ILLINOIS APPELLATE COURT FIRST DISTRICT, FIRST DIVISION.
JUNE 4, 1965.
RUTH WOLFE, PLAINTIFF-APPELLANT,
VILLAGE OF RIVERSIDE, A MUNICIPAL CORPORATION, DEFENDANT-APPELLEE.
Appeal from the Circuit Court of Cook County; the Hon. CHARLES
S. DOUGHERTY, Judge, presiding. Reversed and remanded with
MR. PRESIDING JUSTICE BURMAN DELIVERED THE OPINION OF THE COURT.
This is a declaratory judgment action in which Ruth Wolfe attacks the validity of the side yard requirements of the zoning ordinance of the Village of Riverside as they apply to her property. The plaintiff's property is a vacant lot, which has a 25 foot frontage and which is zoned for residential purposes only. The zoning ordinance requires that five foot side yards be maintained on each side of any residence built on the lot. As a result, the only type of home which can be built on the property consistent with the ordinance is a building only 15 feet wide. In her complaint, the plaintiff asked the court to declare that the side yard provisions are arbitrary, capricious and unreasonable and therefore void. She further asked the court to declare that her property may be lawfully used as the site for a residence with side yards of no more than 2 1/2 feet. At the close of the plaintiff's case, the trial court sustained the defendant's motion for judgment in its favor and entered a decree on May 26, 1964, dismissing the complaint for want of equity. From this decree the plaintiff appeals.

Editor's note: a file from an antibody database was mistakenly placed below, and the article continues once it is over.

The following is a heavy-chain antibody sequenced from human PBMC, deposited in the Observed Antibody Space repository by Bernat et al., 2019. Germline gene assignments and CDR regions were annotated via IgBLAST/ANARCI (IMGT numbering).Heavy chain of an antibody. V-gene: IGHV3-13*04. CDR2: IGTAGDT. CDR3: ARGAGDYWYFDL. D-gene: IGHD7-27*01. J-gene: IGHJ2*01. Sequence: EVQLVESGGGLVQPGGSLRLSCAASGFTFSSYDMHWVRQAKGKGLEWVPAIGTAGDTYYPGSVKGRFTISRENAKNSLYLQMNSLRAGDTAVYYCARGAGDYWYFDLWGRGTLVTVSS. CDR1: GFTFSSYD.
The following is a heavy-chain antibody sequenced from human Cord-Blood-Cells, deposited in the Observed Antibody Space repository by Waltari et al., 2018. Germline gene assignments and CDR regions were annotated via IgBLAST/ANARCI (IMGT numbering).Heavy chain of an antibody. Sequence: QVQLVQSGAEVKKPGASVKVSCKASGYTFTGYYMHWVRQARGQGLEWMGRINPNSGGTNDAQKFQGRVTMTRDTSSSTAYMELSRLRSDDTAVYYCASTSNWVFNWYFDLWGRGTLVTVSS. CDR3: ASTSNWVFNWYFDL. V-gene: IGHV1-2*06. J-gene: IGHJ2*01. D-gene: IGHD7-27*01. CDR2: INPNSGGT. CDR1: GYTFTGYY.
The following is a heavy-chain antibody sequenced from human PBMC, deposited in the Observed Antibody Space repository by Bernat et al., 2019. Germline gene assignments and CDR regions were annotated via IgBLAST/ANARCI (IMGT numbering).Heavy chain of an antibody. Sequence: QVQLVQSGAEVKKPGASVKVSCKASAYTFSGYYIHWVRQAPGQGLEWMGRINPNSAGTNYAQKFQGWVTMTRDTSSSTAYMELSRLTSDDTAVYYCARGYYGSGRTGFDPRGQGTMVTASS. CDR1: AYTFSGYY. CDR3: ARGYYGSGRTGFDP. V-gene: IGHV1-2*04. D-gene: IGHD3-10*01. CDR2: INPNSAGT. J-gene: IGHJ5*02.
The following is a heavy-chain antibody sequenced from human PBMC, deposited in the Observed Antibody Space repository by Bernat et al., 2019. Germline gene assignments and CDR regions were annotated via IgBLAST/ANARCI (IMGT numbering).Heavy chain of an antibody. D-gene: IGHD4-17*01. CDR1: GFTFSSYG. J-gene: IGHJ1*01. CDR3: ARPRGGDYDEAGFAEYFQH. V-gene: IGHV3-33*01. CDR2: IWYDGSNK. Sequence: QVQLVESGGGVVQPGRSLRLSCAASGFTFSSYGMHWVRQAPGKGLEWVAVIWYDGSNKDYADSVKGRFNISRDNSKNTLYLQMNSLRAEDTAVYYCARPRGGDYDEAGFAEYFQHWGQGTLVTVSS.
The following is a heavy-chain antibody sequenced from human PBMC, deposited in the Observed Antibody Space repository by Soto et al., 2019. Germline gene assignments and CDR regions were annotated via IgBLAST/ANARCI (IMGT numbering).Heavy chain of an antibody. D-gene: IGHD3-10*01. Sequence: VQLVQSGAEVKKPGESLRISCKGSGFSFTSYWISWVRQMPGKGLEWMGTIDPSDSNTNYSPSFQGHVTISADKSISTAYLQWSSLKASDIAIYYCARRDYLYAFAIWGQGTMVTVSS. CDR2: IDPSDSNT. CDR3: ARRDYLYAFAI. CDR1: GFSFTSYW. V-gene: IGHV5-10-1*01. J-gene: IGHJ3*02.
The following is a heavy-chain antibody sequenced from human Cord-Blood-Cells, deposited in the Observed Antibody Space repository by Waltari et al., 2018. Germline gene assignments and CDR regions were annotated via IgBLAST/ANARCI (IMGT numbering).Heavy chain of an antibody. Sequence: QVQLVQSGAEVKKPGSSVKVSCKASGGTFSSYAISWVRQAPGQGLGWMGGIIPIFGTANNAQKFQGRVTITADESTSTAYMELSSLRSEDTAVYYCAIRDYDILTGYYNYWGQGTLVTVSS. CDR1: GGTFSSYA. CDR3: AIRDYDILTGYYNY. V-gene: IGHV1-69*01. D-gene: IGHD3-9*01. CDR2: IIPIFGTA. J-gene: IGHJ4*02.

The record shows that the subject property was plotted in 1921 and that under the defendant's first zoning ordinance, which was adopted in 1922, the subject property was zoned for residential or commercial uses. Under that ordinance, if the property was used for residential purposes, five foot side yards were required; however no side yards were required for commercial buildings. Under a 1944 amendment to the ordinance, the property could be used only for residential purposes subject to the same side yard requirements. The plaintiff purchased the property on August 8, 1962, for approximately $2,115 with full knowledge of the side yard restrictions.
The property along the street on which the subject property fronts has been developed for residential, commercial and public uses. On the side of the street on which the subject property is located, there are five residences. The residence immediately to the north of the subject property is a split-level structure which is located about 9 feet from the plaintiff's lot line. The residence adjoining the subject property on the south is a two-story building which is located about 12 feet from the plaintiff's lot line. On the other side of the street, there is a grocery and meat market located on a 25-foot corner lot. North of this market, there is a large municipal water works building at the rear of which stand two large elevated water tanks. To the north of the water works, there are three buildings: one single-story brick residence and two new brick two-flat apartment buildings.